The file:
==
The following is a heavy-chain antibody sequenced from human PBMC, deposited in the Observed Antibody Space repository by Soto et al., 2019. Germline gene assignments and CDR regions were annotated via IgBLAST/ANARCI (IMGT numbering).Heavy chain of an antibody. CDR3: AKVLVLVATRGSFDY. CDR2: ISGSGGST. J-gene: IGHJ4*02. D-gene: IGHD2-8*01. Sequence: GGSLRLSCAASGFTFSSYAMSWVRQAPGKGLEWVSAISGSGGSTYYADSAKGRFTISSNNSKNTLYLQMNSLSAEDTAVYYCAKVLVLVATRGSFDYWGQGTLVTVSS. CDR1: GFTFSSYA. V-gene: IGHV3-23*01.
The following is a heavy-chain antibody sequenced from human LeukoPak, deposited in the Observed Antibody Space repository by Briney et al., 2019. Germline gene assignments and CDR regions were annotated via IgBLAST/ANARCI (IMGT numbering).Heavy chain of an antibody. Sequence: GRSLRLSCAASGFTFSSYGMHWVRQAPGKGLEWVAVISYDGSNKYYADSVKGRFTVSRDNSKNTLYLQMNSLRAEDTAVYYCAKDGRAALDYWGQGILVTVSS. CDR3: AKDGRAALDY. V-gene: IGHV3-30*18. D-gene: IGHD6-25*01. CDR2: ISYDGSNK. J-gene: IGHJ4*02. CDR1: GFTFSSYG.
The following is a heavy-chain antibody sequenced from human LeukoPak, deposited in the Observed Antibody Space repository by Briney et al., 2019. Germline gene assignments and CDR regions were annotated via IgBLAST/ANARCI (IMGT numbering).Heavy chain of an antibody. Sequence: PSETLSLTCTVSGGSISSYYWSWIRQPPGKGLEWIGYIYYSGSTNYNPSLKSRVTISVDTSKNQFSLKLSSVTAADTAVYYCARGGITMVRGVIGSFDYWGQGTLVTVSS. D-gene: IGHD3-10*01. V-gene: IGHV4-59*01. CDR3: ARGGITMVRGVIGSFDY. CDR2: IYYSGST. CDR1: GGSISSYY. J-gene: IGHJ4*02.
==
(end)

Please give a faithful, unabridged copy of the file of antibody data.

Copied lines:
The following is a heavy-chain antibody sequenced from human PBMC, deposited in the Observed Antibody Space repository by Soto et al., 2019. Germline gene assignments and CDR regions were annotated via IgBLAST/ANARCI (IMGT numbering).Heavy chain of an antibody. CDR3: AKVLVLVATRGSFDY. CDR2: ISGSGGST. J-gene: IGHJ4*02. D-gene: IGHD2-8*01. Sequence: GGSLRLSCAASGFTFSSYAMSWVRQAPGKGLEWVSAISGSGGSTYYADSAKGRFTISSNNSKNTLYLQMNSLSAEDTAVYYCAKVLVLVATRGSFDYWGQGTLVTVSS. CDR1: GFTFSSYA. V-gene: IGHV3-23*01.
The following is a heavy-chain antibody sequenced from human LeukoPak, deposited in the Observed Antibody Space repository by Briney et al., 2019. Germline gene assignments and CDR regions were annotated via IgBLAST/ANARCI (IMGT numbering).Heavy chain of an antibody. Sequence: GRSLRLSCAASGFTFSSYGMHWVRQAPGKGLEWVAVISYDGSNKYYADSVKGRFTVSRDNSKNTLYLQMNSLRAEDTAVYYCAKDGRAALDYWGQGILVTVSS. CDR3: AKDGRAALDY. V-gene: IGHV3-30*18. D-gene: IGHD6-25*01. CDR2: ISYDGSNK. J-gene: IGHJ4*02. CDR1: GFTFSSYG.
The following is a heavy-chain antibody sequenced from human LeukoPak, deposited in the Observed Antibody Space repository by Briney et al., 2019. Germline gene assignments and CDR regions were annotated via IgBLAST/ANARCI (IMGT numbering).Heavy chain of an antibody. Sequence: PSETLSLTCTVSGGSISSYYWSWIRQPPGKGLEWIGYIYYSGSTNYNPSLKSRVTISVDTSKNQFSLKLSSVTAADTAVYYCARGGITMVRGVIGSFDYWGQGTLVTVSS. D-gene: IGHD3-10*01. V-gene: IGHV4-59*01. CDR3: ARGGITMVRGVIGSFDY. CDR2: IYYSGST. CDR1: GGSISSYY. J-gene: IGHJ4*02.